Bridgeport police union wants fewer cops subjected to disciplinary hearings
BRIDGEPORT — Eleven of the 19 people cited in an internal investigation might not face Police Commission hearings about their conduct during a 2017 incident, if the cops’ union has its way.
Rather than face the seven-member volunteer commission, 11 of those cited in an Office of Internal Affairs report for violating police policies would be disciplined at the discretion of Chief Armando Perez.
Some people aren’t happy with that.
“The first point of concern is them asking that almost all of the officers be taken out of any type of hearing,” said Callie Heilmann, president of social action network Bridgeport Generation Now.
The report concluded that 19 Bridgeport Police Department members broke various rules after cops were called to a house party on a noise complaint. When the Internal Affairs report was released earlier this month, it said the city’s Police Commission would have jurisdiction over disciplining those 19.
But Sgt. Chuck Paris, president of Bridgeport’s police union, said the group’s attorneys reviewed the Internal Affairs report and decided the violations cited for most of the officers did not meet a threshold to necessitate a Police Commission review.
As of Friday, Paris said he had not heard back from the commission about the union’s request for a reduction in hearings. He also said he did not have a list available of the 11 people for whom the change was being requested.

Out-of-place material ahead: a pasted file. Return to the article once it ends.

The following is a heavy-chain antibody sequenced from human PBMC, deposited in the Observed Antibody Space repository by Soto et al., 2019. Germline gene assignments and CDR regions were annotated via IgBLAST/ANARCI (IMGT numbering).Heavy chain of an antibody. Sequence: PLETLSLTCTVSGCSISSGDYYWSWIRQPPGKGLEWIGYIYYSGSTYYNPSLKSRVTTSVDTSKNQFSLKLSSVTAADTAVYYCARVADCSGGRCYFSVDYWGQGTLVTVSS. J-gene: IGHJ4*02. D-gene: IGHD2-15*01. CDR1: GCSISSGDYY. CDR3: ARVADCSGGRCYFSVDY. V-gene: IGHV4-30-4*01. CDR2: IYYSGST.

Police Commission Chairman Dan Roach limited his comment on the matter, saying, “Like any request, it will be reviewed.”
Paris said the union would avail itself of all legal recourse.
“We’re ready to take additional measures, which includes possibly going to federal court to have this reviewed,” he said. “We’re going to support our officers.”
Perez said Friday he couldn’t comment on the decisions of the union or its attorneys, but he said that what happens next would be up to the Police Commission.
Those Police Commission hearings that are held are to be conducted in private, as with other disciplinary cases in the department. But Heilmann said her organization is working to meet with the commission to talk about transparency.
“There’s no reason why the Police Commission can’t release a report outlining their findings,” she said.
The Office of Internal Affairs investigation was launched on Oct. 24, 2017, following two civilian complaints about officers who intervened as a party on Oct. 21, 2017. Two officers were initially dispatched for a noise complaint “that got out of control,” Perez said Friday.
As tensions escalated, police put out a call for more response. Forty-six officers ended up at the party, and seven people were arrested.
The Internal Affairs investigation, completed last November but not released until this month, found that two civilian detention officers and 17 cops violated department policies related to supervision, use of excessive force and truthfulness that night.
Three of those named — Officer Thomas Lattanzio, Sgt. Mark Belinkie and Lt. Robert Sapiro — already will not be subject to Police Commission hearings. Lattanzio killed himself on Dec. 4, 2017. Belinkie committed suicide on March 2. Sapiro retired earlier this month.
The Internal Affairs investigation began Oct. 24, 2017. The results were released to the chief and Mayor Joe Ganim on Nov. 13, 2018, by OIA Officer in Charge Lt. Brian Dickerson, who was transferred this month to a position with “less stress.” The results were obtained by Hearst Connecticut Media on March 6, after a January Freedom of Information request.
Perez said he was worried that with the Internal Affairs report being released before the hearings, the officers might be prejudged by the public.
“I think that (the report) went out premature and it hurts everybody,” Perez said. “It hurts the police department, it hurts the public, it hurts the people that are involved.”